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Spatial modelling of the potential temperature-dependent transmission of vector-associated diseases in the face of climate change: main results and recommendations from a pilot study in Lower Saxony (Germany)

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The sustained climate change is going to modify the geographic distribution, the seasonal transmission gate and the intensity of the transmission of vector-borne diseases such as malaria or the bluetongue disease. These diseases occur nowadays at higher latitudes or altitudes. A further rise in ambient temperature and rainfall will extend the duration of the season in which mosquito vectors are transmitting pathogens. The parasites transmitted by the vectors also benefit from increasing temperatures, as both their reproduction and development are then accelerated, too. Thus, it seemed prudent to examine potential effects on the seasonal transmission gate due to the ongoing and predicted climate changes. Lower Saxony (northwest Germany) is a former malaria region with highest incidences of Anopheles atroparvus and tertian malaria along the coastal zones before malaria had finally become extinct in the early 1950s. Nevertheless, the Anopheles mosquitoes which transmit the malaria pathogens have still been present in Lower Saxony up to now. This together with the climate change-related implications gave reason to investigate whether a new autochthonous transmission could take place if the malaria pathogen is introduced again in Lower Saxony. Thus, the potential spatial and temporal structure of temperature-driven malaria transmissions was mapped using the basic reproduction rate (R 0) and measured and predicted air temperatures (1947–1960, 1961–1990, 1985–2004, 2020, 2060, 2100, each best case and worst case scenario). This paper focuses on both the summarizing of the results from this risk modelling approach and on the conclusions to be drawn. The recommendations highlight the need to link vector monitoring as one of the key elements of an epidemiological monitoring with the environmental monitoring.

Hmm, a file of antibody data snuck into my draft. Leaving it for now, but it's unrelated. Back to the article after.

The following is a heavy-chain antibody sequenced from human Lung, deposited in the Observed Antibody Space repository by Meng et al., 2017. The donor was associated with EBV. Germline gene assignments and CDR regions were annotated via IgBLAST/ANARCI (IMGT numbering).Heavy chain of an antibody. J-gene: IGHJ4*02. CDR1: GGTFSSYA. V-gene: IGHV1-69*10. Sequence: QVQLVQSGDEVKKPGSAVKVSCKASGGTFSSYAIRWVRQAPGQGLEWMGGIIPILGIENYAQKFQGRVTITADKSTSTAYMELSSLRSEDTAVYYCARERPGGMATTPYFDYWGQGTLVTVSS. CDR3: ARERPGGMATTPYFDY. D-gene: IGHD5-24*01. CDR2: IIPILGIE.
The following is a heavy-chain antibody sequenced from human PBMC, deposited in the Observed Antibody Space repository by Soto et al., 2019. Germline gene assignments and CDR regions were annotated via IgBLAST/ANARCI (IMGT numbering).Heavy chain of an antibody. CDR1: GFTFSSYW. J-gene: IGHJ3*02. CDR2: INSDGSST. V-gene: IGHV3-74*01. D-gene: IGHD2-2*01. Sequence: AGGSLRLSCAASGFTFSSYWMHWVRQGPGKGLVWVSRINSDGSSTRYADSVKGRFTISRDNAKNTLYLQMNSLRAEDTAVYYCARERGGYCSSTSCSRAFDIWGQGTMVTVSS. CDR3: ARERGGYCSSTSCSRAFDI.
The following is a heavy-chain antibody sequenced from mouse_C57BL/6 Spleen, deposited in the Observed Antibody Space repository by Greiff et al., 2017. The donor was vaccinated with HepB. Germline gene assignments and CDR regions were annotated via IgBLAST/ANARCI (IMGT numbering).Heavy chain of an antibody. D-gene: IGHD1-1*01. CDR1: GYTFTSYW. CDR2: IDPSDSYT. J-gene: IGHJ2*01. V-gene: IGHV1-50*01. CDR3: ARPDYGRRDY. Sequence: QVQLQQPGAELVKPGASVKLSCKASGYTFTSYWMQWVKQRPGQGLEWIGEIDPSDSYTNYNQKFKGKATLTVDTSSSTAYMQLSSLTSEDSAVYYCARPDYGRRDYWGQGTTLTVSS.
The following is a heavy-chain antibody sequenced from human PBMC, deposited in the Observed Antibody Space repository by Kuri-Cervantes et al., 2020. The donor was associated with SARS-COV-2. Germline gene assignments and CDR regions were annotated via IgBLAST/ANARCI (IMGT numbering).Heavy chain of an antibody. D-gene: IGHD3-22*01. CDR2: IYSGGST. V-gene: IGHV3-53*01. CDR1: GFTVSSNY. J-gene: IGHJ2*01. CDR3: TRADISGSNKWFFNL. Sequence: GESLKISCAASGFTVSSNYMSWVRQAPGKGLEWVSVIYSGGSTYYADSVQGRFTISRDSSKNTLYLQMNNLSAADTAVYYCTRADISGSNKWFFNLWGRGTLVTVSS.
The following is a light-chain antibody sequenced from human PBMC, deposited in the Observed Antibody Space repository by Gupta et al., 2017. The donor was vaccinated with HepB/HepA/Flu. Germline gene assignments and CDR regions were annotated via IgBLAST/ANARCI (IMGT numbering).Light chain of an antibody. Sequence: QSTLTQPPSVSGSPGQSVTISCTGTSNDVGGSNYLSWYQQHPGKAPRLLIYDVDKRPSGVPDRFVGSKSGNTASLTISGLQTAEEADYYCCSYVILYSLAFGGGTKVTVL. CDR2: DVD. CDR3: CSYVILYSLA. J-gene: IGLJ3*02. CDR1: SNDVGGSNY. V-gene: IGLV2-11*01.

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Correspondence to Winfried Schröder.

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Schröder, W., Schmidt, G. Spatial modelling of the potential temperature-dependent transmission of vector-associated diseases in the face of climate change: main results and recommendations from a pilot study in Lower Saxony (Germany). Parasitol Res 103, 55 (2008).

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  • Malaria
  • Geographic Information System
  • Malaria Transmission
  • Early Warning System
  • Rift Valley Fever